xoDIY: How To Make Natural Skincare Products For Sensitive Skin (FINALLY)
I started to notice a difference in middle school. Not just the usual, though that as well. Hives. Red splotches on my neck and my face.
By college, I’d figured a few items to eliminate. Strong acne cleansers? Out of the picture. Wool? Donated all of those sweaters and I was suddenly free of hives for the most part. I selected gentler shampoos, body washes meant for eczema ridden folks, and natural face creams from Lush. It seemed to be getting better. I no longer had that horrible red discoloration under my eye that made me look like I’d gotten in some sort of rumble between the Jets and the Sharks.
And then, in the midst of 2010, everything hit the fan with the itchiest of force. It’s a long story, perhaps a story for another time, but let’s just say my mouth looked somewhat like the Joker’s from all of the redness and cracking, and the color of my face rivaled Red Ross (bonus points if you get that reference). After a lot of embarrassment and crying (it hurt, it hurt to smile!), some doctors at Brigham and Women’s helped me in identifying the causes, and I did some detective work myself.
Since then, I’ve been horribly afraid of something like that occurring again. No matter the type of fancy new products that are advertised, I know my body and what I need to stick to.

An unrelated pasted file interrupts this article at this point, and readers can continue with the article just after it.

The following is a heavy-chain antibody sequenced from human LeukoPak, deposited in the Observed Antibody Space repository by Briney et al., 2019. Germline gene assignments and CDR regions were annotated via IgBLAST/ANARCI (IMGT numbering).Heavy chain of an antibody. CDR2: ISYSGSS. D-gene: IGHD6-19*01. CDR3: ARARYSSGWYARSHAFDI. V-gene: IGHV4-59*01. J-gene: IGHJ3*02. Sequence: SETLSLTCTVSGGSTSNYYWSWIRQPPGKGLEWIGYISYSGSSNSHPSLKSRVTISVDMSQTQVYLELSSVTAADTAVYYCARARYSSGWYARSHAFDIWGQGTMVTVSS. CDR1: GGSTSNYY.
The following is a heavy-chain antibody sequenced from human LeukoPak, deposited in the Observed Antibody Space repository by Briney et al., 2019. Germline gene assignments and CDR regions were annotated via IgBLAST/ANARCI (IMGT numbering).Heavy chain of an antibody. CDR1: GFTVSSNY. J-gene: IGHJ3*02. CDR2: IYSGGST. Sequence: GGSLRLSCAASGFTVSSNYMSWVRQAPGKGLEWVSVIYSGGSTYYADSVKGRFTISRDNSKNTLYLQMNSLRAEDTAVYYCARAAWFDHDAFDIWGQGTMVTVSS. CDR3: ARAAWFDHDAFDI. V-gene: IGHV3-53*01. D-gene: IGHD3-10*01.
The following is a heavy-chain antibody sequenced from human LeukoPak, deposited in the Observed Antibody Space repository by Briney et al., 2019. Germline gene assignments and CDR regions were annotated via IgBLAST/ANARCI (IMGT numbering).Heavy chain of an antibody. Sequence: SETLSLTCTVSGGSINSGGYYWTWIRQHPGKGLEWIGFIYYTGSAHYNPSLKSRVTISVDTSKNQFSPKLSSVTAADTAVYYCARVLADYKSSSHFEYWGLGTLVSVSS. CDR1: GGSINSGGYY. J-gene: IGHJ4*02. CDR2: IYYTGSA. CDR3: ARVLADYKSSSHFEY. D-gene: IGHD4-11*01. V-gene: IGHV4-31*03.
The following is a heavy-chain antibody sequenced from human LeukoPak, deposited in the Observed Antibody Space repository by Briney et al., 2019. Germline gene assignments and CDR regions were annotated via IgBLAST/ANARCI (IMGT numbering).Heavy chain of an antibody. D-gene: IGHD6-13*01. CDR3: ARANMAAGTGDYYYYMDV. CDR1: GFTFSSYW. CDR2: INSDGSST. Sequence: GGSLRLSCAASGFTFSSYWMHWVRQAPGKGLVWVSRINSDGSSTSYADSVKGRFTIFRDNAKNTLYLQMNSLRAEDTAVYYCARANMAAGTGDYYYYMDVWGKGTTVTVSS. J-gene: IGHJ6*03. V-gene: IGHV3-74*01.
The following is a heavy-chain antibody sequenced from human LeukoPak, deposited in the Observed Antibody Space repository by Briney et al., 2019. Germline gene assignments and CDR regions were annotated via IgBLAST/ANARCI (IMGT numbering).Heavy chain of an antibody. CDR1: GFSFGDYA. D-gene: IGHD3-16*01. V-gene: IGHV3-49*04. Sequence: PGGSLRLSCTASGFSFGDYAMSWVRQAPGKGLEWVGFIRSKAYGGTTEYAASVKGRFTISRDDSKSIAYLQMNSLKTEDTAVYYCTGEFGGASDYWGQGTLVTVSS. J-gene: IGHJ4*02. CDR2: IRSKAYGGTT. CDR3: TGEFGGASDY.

Does this sound familiar? After speaking to a fellow holiday party goer about what I use to avoid eczema flare ups and itchy, splotchy misery, I thought about all of the others out there who probably run into the same roadblocks.
Well, my friends, here are some tricks. The following items are easy to make on your own (or are pretty much ready to go), have yet to cause any reactions, and don’t punch my wallet in the face.
PLEASE note, though, that every body reacts differently. If you’re not sure about any of these ingredients, always do a spot test first and leave it for 24 hours before going wild with it. You can alway ask your doctor, too!
One of my fellow employees at the college summer program I worked at years ago had amazing skin. I was in awe. Finally, one day, I asked him what his secret was. He said he just scrubbed his face with sugar. Hesitant, I tried it. It was a little rough, but the result was ridiculously smooth. Companies like Fresh sell brown sugar scrubs for up to $65!
A lot of face scrubs out there still use preservatives and surfactants that can irritate those prone to allergies. So, after trying my coworker’s trick, I started to make my own. It’s simple!
● Sugar (I prefer brown sugar or Sugar In the Raw) – 1 cup
● Oil- 1/8 cup (For the face, I use something lighter like Vitamin E oil, Grapeseed, or Jojoba. Argan oil is also great. For body scrub, olive oil is wonderful.)
● Essential oil (some people also use Vanilla Extract)- .5 tbs
You can tweak the measurements to your liking.
Step 1: I used brown sugar today. I like Sugar in the Raw also because it melds really well with the oils for an extra gritty scrub. I measure out one cup for every ⅛ cup oil.
Step 2: I like to add the oil in increments, so you can really blend it. I’ve used jojoba in the past, but since the air is not as dry right now, I opt for lighter oils, like grapeseed.